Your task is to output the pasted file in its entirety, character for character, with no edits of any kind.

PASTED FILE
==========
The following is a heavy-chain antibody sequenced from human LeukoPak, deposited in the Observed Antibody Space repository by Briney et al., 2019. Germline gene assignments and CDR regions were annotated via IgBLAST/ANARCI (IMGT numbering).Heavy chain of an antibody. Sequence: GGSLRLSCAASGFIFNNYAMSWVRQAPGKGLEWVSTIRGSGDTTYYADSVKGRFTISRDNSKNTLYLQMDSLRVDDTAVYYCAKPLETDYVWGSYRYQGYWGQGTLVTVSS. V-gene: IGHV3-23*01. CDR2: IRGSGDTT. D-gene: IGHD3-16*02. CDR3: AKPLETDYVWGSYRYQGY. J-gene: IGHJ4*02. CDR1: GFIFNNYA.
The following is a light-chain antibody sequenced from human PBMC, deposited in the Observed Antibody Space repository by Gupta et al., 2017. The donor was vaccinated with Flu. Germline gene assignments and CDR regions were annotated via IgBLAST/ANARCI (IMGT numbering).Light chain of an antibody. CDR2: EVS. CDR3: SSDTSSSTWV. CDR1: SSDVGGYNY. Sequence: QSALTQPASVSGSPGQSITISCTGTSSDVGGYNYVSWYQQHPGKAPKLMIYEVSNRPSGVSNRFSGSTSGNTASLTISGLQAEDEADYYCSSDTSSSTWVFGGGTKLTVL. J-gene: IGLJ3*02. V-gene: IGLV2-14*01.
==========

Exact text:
The following is a heavy-chain antibody sequenced from human LeukoPak, deposited in the Observed Antibody Space repository by Briney et al., 2019. Germline gene assignments and CDR regions were annotated via IgBLAST/ANARCI (IMGT numbering).Heavy chain of an antibody. Sequence: GGSLRLSCAASGFIFNNYAMSWVRQAPGKGLEWVSTIRGSGDTTYYADSVKGRFTISRDNSKNTLYLQMDSLRVDDTAVYYCAKPLETDYVWGSYRYQGYWGQGTLVTVSS. V-gene: IGHV3-23*01. CDR2: IRGSGDTT. D-gene: IGHD3-16*02. CDR3: AKPLETDYVWGSYRYQGY. J-gene: IGHJ4*02. CDR1: GFIFNNYA.
The following is a light-chain antibody sequenced from human PBMC, deposited in the Observed Antibody Space repository by Gupta et al., 2017. The donor was vaccinated with Flu. Germline gene assignments and CDR regions were annotated via IgBLAST/ANARCI (IMGT numbering).Light chain of an antibody. CDR2: EVS. CDR3: SSDTSSSTWV. CDR1: SSDVGGYNY. Sequence: QSALTQPASVSGSPGQSITISCTGTSSDVGGYNYVSWYQQHPGKAPKLMIYEVSNRPSGVSNRFSGSTSGNTASLTISGLQAEDEADYYCSSDTSSSTWVFGGGTKLTVL. J-gene: IGLJ3*02. V-gene: IGLV2-14*01.